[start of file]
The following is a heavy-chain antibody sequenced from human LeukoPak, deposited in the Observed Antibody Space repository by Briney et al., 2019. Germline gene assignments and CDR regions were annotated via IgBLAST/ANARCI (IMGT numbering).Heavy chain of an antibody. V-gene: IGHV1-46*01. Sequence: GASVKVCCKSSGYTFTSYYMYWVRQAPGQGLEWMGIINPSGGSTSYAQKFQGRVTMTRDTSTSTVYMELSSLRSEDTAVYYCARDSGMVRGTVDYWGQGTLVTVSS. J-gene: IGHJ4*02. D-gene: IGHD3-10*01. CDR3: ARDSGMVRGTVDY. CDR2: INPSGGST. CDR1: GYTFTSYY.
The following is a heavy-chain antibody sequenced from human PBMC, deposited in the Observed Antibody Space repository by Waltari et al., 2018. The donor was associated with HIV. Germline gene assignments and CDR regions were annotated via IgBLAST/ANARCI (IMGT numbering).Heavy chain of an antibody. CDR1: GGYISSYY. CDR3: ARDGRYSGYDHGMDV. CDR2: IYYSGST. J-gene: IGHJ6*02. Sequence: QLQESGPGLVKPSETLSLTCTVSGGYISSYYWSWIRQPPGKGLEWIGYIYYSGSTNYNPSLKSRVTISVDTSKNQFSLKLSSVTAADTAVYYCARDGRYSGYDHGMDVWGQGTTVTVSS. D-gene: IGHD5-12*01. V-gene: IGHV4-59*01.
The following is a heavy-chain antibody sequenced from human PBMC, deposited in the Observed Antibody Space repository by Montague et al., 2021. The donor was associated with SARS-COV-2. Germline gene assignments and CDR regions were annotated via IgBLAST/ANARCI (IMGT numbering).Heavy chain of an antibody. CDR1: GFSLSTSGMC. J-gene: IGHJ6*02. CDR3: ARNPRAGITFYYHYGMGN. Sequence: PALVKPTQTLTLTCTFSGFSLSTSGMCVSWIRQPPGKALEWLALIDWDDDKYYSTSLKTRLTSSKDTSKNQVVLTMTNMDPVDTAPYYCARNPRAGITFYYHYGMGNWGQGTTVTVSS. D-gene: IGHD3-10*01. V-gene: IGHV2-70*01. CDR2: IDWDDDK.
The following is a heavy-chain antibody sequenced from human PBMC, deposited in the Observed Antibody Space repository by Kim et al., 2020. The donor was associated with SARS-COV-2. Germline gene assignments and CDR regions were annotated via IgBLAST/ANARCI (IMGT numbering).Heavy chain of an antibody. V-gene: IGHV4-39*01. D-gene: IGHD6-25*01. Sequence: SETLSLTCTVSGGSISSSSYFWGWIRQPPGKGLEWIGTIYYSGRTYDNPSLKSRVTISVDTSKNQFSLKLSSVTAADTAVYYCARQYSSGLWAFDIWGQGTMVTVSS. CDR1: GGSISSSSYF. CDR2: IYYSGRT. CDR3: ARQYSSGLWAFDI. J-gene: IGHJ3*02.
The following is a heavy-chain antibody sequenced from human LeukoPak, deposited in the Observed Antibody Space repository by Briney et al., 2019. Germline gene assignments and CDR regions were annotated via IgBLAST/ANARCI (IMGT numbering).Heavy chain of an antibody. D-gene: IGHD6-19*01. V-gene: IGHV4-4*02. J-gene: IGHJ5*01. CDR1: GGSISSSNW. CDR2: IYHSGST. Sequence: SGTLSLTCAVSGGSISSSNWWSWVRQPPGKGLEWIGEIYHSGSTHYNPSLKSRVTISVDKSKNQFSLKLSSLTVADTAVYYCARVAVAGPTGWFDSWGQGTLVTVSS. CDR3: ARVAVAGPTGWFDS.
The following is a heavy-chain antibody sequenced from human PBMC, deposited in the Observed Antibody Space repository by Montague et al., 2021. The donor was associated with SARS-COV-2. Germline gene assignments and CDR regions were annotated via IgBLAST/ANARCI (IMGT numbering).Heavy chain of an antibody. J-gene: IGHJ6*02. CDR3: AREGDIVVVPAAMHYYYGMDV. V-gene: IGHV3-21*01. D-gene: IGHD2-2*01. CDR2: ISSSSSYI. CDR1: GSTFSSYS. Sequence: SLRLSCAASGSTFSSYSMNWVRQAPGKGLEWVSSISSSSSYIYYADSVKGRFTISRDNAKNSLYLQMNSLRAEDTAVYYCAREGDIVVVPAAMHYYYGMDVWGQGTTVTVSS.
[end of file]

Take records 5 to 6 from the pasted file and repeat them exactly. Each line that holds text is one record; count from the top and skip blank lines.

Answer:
The following is a heavy-chain antibody sequenced from human LeukoPak, deposited in the Observed Antibody Space repository by Briney et al., 2019. Germline gene assignments and CDR regions were annotated via IgBLAST/ANARCI (IMGT numbering).Heavy chain of an antibody. D-gene: IGHD6-19*01. V-gene: IGHV4-4*02. J-gene: IGHJ5*01. CDR1: GGSISSSNW. CDR2: IYHSGST. Sequence: SGTLSLTCAVSGGSISSSNWWSWVRQPPGKGLEWIGEIYHSGSTHYNPSLKSRVTISVDKSKNQFSLKLSSLTVADTAVYYCARVAVAGPTGWFDSWGQGTLVTVSS. CDR3: ARVAVAGPTGWFDS.
The following is a heavy-chain antibody sequenced from human PBMC, deposited in the Observed Antibody Space repository by Montague et al., 2021. The donor was associated with SARS-COV-2. Germline gene assignments and CDR regions were annotated via IgBLAST/ANARCI (IMGT numbering).Heavy chain of an antibody. J-gene: IGHJ6*02. CDR3: AREGDIVVVPAAMHYYYGMDV. V-gene: IGHV3-21*01. D-gene: IGHD2-2*01. CDR2: ISSSSSYI. CDR1: GSTFSSYS. Sequence: SLRLSCAASGSTFSSYSMNWVRQAPGKGLEWVSSISSSSSYIYYADSVKGRFTISRDNAKNSLYLQMNSLRAEDTAVYYCAREGDIVVVPAAMHYYYGMDVWGQGTTVTVSS.